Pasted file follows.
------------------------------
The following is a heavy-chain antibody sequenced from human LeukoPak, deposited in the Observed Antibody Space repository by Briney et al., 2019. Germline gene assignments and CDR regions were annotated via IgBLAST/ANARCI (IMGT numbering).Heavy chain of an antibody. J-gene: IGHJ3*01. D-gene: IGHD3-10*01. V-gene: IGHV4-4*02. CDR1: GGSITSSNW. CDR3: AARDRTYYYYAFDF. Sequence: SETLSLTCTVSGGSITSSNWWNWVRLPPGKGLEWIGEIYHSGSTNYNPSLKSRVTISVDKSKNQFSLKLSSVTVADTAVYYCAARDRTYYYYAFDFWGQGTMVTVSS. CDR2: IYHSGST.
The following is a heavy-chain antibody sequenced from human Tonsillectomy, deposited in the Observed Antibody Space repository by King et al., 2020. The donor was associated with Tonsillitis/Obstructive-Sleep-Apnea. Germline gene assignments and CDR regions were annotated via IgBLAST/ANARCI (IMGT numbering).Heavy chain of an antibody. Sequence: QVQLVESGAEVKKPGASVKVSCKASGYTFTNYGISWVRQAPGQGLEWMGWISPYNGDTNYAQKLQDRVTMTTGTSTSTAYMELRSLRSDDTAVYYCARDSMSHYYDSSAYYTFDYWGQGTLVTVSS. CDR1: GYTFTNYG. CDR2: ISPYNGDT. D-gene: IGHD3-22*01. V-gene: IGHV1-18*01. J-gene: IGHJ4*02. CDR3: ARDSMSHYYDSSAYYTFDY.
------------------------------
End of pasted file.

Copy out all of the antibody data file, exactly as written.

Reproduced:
The following is a heavy-chain antibody sequenced from human LeukoPak, deposited in the Observed Antibody Space repository by Briney et al., 2019. Germline gene assignments and CDR regions were annotated via IgBLAST/ANARCI (IMGT numbering).Heavy chain of an antibody. J-gene: IGHJ3*01. D-gene: IGHD3-10*01. V-gene: IGHV4-4*02. CDR1: GGSITSSNW. CDR3: AARDRTYYYYAFDF. Sequence: SETLSLTCTVSGGSITSSNWWNWVRLPPGKGLEWIGEIYHSGSTNYNPSLKSRVTISVDKSKNQFSLKLSSVTVADTAVYYCAARDRTYYYYAFDFWGQGTMVTVSS. CDR2: IYHSGST.
The following is a heavy-chain antibody sequenced from human Tonsillectomy, deposited in the Observed Antibody Space repository by King et al., 2020. The donor was associated with Tonsillitis/Obstructive-Sleep-Apnea. Germline gene assignments and CDR regions were annotated via IgBLAST/ANARCI (IMGT numbering).Heavy chain of an antibody. Sequence: QVQLVESGAEVKKPGASVKVSCKASGYTFTNYGISWVRQAPGQGLEWMGWISPYNGDTNYAQKLQDRVTMTTGTSTSTAYMELRSLRSDDTAVYYCARDSMSHYYDSSAYYTFDYWGQGTLVTVSS. CDR1: GYTFTNYG. CDR2: ISPYNGDT. D-gene: IGHD3-22*01. V-gene: IGHV1-18*01. J-gene: IGHJ4*02. CDR3: ARDSMSHYYDSSAYYTFDY.